This is a video of a highly entertaining presentation by Greg Wilson, the founder of Software Carpentry, which teaches lab skills for scientific computing through intensive “boot camps” and on-line resources. The story of how Software Carpentry came about alone makes this worth watching (I won’t spoil things – it’s near the beginning). The video is based alebeit loosely on an article called Software Carpentry:Lessons learned in F1000Research, an Open Science Journal primarily aimed at researchers in Life Science. The paper and the presentation are refreshing for their honesty about what has worked and what has not.
Scientists are generally not taught the skills to design, write, test, debug, install and maintain software: they often have no more than a class or two in programming (I know that’s all I had). Software Carpentry has been aiming to remedy this, first through on-limne tutorials and videos, and now through a series of short intensive Boot Camps, 91 in all since 2013, attended by 3,500 persons.
The content and organization of these Boot Camps have been honed through some hard-earned lessons. On-line resources attracted up to 2,000 visitors a month, but were considered too easy to to be awarded credit in computer science classes, were considered unhelpful in getting science done, and did not induce people to contribute or update material. Early week long classes were considered too long and presented textbook software engineering that scientists generally don’t find useful. Efforts to hold Massive Open On-line Courses (MOOCs before the acronym took hold) were not that successful either – few people contributed material and only 10% completed the class (which later studies showed to be typical of MOOCs).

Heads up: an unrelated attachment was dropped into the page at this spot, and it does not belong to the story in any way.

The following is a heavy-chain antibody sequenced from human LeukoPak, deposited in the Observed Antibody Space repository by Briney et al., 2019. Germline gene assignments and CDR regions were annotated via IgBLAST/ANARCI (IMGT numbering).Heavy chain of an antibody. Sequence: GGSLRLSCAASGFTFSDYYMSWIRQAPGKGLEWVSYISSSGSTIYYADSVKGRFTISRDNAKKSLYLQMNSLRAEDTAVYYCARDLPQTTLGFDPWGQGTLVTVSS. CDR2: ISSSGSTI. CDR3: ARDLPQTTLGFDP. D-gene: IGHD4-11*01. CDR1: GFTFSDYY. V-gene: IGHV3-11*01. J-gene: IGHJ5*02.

The big change came in 2012, with the introduction of short, intensive courses held on-site, and with the change in format came a change in content: out went the textbook material, and in came tools that would help scientists and instruct them in many of the methods of software engineering. These tools are intended to develop computational competence rather than make people experts. These tools are disarmingly simple, and I quote from the lessons learned paper.
The Unix shell. We only show participants a dozen basic commands; the real aim is to introduce them to the idea of combining single-purpose tools (via pipes and filters) to achieve desired effects, and to getting the computer to repeat things (via command completion, history, and loops) so that people don’t have to.
Programming in Python (or sometimes R). The real goal is to show them when, why, and how to grow programs step-by-step as a set of comprehensible, reusable, and testable functions.
Version control. We begin by emphasizing how this is a better way to back up files than creating directories with names like “final”, “really_final”, “really_final_revised”, and so on, then show them that it’s also a better way to collaborate than FTP or Dropbox.
Using databases and SQL. The real goal is to show them what structured data actually is (in particular, why atomic values and keys are important) so that they will understand why it’s important to store information this way.